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Deepwater Horizon continues to cause environmental problems

To state that, five years on from the Deepwater Horizon incident, oil is still surfacing and releasing dangerous vapors may seem far-fetched. Initial predictions from scientists were that fuming oil should have disappeared by now. However, this is not the case in Louisiana.

This effect has been picked up by crickets dying in high numbers. According to environmental scientist Linda Hooper-Bùi of Louisiana State University in Baton Rouge, interviewed by Science News, the reason for the cricket deaths is “a huge mystery.” No one can establish what the compound wafting from the oil to kill the crickets actually is.

Deepwater Horizon was one of the worst industrial accidents ever. On April 20, 2010 an oil-rig blast killed 11 rig workers and started an 87-day eruption of oil and gas. Over 5 million barrels of oil and hundreds of thousands of metric tons of gas gushed from the Macondo well, situated 1,500 meters below sea level.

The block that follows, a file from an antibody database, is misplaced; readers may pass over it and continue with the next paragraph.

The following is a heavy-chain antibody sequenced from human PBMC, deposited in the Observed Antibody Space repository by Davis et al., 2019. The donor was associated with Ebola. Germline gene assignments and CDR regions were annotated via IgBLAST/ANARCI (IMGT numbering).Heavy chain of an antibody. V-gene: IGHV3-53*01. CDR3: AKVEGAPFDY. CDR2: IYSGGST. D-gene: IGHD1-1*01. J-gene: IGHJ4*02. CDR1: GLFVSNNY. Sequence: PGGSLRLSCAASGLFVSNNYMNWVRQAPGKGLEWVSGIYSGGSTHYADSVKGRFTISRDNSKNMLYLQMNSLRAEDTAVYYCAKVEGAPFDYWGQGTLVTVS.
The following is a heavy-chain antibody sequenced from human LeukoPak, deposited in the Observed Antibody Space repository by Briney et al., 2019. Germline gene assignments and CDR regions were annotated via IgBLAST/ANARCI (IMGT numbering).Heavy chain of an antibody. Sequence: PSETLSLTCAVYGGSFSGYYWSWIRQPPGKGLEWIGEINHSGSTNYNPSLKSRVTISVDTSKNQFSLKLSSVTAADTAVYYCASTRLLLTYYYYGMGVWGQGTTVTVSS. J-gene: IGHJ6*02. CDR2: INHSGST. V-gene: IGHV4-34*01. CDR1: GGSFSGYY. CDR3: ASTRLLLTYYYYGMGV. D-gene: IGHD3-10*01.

The big environmental concern is that researchers do not know what happened to most of the oil. Only a quarter is accounted for. Scientists are continuing to find oil in blobs on the Gulf’s seafloor and on coastlines. This includes in the marshes, such as those of Louisiana, that are home to crickets and other creatures.

Furthermore, research suggests that around 16 percent of the approximately 5 million barrels of oil that burst into the Gulf of Mexico has settled into the seafloor. While gas-rich plumes were the most visual but short-lived feature of the spill’s aftermath, scientists have noted that the overall concentrations of methane remain very high.

As well as dying crickets, other effects on animals that are of concern include changes to the swimming behavior of aquatic creatures and disruption to the erratic beating of fish hearts. Fish have also been found with sunken eyes and other eye abnormalities within the region. Bottlenose dolphins also appear to be experiencing long-term effects.

Five years on, the damage from the oil disaster remains of oil and the new effects on the ecosystem continue to be discovered.

Written By

Dr. Tim Sandle is Digital Journal's Editor-at-Large for science news. Tim specializes in science, technology, environmental, and health journalism. He is additionally a practising microbiologist; and an author. He is also interested in history, politics and current affairs.

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